English Intonation

Intonation is the way we say something, rather than the words we use. There are three areas that contribute to intonation: tone (the direction of pitch), stress (the places we choose to emphasise) and pacing (where we place our pauses).

Intonation shows the attitude of the speaker, aspects which are not possible to decipher by reading words.


English uses three tones – ↘ falling, ↘↗ fall-rising and ↗ rising, listen:


The tone begins at the main stress (tonic syllable) and continues to the end of the speech unit. In these examples, the main stress is indicated in bold, listen to the tone from to the end of the unit.

i) I’d ↘like to watch a film.
ii) I’d like to ↘↗watch a film.
iii) I’d like to watch a ↗film.
iv) ↘I’d like to watch a film.


Stress is where we place emphasis in speech. To produce stress in English, we do some or all of the following to the stressed syllable:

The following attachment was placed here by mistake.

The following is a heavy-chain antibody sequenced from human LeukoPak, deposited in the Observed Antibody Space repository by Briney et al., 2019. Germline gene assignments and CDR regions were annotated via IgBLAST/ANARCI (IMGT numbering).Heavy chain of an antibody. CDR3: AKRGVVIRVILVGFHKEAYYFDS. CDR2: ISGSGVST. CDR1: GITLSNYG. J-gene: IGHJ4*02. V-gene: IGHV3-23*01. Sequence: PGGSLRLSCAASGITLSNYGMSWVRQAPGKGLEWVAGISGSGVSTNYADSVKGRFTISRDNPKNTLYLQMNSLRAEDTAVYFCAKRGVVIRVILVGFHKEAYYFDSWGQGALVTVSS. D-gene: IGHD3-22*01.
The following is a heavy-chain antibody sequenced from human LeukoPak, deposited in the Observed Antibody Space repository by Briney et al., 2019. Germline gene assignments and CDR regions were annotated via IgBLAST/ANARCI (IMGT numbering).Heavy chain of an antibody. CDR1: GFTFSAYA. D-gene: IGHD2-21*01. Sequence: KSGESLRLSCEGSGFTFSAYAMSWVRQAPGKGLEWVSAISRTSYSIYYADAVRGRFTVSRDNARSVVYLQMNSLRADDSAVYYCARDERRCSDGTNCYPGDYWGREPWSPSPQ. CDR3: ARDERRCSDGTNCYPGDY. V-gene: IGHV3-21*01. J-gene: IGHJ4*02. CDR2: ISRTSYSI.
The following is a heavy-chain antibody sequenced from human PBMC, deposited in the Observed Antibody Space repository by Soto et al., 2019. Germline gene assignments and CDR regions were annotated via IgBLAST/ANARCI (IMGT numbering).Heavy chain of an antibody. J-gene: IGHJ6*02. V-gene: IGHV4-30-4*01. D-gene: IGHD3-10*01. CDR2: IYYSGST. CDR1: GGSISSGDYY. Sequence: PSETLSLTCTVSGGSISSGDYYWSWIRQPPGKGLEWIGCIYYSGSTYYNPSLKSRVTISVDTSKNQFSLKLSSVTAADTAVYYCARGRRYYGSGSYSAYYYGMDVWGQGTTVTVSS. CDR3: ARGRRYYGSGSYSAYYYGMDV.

i) change the pitch
ii) increase the volume.
iii) lengthen the sound

Listen to this question said 5 times with a different main stress each time, can you hear these three aspects of stress?

Are you flying to Germany?

The main stress in a unit of speech is called the ‘Tonic Syllable’ (see this article on how to select the tonic syllable).

Pacing & Chunking

When we speak, we break groups of words into speech units to create clear flowing speech, and to give ourselves time to breathe. Sometimes, the placement of a pause can grammatically alter the meaning of a sentence:

The politicians who drive jaguars are corrupt.

Advice to the learner.

Intonation is a difficult skill to control consciously, we rarely think about it as we speak. It is very common for students to import the stress and intonation patterns from their first language, which can create difficulty for the listener. For this reason, learning the key skills involved in producing stress, pace and pattern can greatly improve the clarity of speech.

The most effective way to master intonation is through working on the three areas separately. Stress involves learning the rules of stress placement in words and sentences. Tone involves learning to hear and produce the three tones in different types of unit. Chunking is all about learning the structure of speech units and applying this to speech.

Each area can be learnt in isolation and then applied to free practice, discourse activities. As with pronunciation, normally the first improvement is in listening skills, which gradually transfers to the learner’s speech.